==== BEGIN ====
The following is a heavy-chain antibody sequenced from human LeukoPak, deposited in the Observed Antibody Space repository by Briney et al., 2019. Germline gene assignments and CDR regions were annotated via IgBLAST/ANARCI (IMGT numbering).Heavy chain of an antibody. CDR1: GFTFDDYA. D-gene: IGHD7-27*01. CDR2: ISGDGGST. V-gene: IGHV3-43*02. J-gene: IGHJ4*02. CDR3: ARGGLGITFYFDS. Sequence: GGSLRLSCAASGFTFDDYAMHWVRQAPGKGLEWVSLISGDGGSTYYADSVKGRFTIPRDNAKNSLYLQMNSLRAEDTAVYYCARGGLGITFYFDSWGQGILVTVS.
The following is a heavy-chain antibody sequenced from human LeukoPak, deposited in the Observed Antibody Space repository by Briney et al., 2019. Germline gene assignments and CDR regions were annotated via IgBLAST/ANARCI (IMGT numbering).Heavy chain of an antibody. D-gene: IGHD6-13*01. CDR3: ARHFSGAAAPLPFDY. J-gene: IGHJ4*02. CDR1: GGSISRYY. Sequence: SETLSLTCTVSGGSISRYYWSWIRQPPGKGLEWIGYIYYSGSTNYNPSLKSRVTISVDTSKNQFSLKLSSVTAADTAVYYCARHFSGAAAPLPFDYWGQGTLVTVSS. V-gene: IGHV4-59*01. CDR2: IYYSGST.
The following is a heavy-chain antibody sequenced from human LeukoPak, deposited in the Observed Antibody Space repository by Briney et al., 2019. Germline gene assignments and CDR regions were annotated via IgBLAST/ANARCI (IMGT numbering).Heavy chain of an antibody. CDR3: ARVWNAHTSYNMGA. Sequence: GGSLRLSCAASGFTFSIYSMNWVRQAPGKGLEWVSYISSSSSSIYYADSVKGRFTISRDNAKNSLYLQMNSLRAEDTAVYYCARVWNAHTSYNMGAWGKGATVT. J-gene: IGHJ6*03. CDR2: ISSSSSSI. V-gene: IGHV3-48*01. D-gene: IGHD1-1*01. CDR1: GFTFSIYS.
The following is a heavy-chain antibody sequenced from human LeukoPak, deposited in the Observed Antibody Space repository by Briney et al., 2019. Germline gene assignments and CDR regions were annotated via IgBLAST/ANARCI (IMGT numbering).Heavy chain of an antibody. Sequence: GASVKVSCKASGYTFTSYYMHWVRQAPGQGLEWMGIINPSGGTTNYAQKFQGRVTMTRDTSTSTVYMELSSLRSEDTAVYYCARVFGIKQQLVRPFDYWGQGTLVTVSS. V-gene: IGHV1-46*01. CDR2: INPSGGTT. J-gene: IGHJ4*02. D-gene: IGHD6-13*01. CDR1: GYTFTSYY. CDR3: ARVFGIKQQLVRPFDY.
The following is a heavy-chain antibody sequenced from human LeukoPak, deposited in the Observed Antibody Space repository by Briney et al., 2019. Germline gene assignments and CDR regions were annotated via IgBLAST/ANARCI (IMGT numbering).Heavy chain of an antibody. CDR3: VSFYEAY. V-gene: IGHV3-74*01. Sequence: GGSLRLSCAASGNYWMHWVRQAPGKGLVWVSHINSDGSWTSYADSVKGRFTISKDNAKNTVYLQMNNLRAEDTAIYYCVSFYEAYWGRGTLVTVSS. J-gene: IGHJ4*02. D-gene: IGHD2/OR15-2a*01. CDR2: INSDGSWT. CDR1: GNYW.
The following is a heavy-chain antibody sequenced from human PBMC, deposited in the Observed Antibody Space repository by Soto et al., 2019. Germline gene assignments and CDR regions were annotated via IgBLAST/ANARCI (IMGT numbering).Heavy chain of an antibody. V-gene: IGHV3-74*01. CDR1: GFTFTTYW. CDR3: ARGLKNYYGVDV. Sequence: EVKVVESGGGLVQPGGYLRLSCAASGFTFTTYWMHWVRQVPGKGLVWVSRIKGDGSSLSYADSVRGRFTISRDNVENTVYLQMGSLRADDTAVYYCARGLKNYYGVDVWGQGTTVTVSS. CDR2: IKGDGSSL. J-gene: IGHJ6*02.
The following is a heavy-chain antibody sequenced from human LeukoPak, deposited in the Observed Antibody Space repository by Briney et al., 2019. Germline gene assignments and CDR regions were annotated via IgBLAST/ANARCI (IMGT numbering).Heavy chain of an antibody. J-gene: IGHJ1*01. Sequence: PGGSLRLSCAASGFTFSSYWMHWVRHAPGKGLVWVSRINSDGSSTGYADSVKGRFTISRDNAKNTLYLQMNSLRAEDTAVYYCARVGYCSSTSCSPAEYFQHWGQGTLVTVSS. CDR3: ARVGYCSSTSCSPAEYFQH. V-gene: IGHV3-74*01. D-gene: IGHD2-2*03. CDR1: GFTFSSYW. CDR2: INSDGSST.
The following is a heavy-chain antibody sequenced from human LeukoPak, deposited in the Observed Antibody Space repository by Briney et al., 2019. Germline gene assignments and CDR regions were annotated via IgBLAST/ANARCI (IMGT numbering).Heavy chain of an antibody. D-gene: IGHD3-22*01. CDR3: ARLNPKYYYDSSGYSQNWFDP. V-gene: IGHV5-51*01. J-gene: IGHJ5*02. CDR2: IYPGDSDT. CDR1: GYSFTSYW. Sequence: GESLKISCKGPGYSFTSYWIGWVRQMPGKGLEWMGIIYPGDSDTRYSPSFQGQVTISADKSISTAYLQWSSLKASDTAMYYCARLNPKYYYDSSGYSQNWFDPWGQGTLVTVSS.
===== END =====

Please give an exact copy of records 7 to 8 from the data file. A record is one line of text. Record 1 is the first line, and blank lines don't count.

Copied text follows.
The following is a heavy-chain antibody sequenced from human LeukoPak, deposited in the Observed Antibody Space repository by Briney et al., 2019. Germline gene assignments and CDR regions were annotated via IgBLAST/ANARCI (IMGT numbering).Heavy chain of an antibody. J-gene: IGHJ1*01. Sequence: PGGSLRLSCAASGFTFSSYWMHWVRHAPGKGLVWVSRINSDGSSTGYADSVKGRFTISRDNAKNTLYLQMNSLRAEDTAVYYCARVGYCSSTSCSPAEYFQHWGQGTLVTVSS. CDR3: ARVGYCSSTSCSPAEYFQH. V-gene: IGHV3-74*01. D-gene: IGHD2-2*03. CDR1: GFTFSSYW. CDR2: INSDGSST.
The following is a heavy-chain antibody sequenced from human LeukoPak, deposited in the Observed Antibody Space repository by Briney et al., 2019. Germline gene assignments and CDR regions were annotated via IgBLAST/ANARCI (IMGT numbering).Heavy chain of an antibody. D-gene: IGHD3-22*01. CDR3: ARLNPKYYYDSSGYSQNWFDP. V-gene: IGHV5-51*01. J-gene: IGHJ5*02. CDR2: IYPGDSDT. CDR1: GYSFTSYW. Sequence: GESLKISCKGPGYSFTSYWIGWVRQMPGKGLEWMGIIYPGDSDTRYSPSFQGQVTISADKSISTAYLQWSSLKASDTAMYYCARLNPKYYYDSSGYSQNWFDPWGQGTLVTVSS.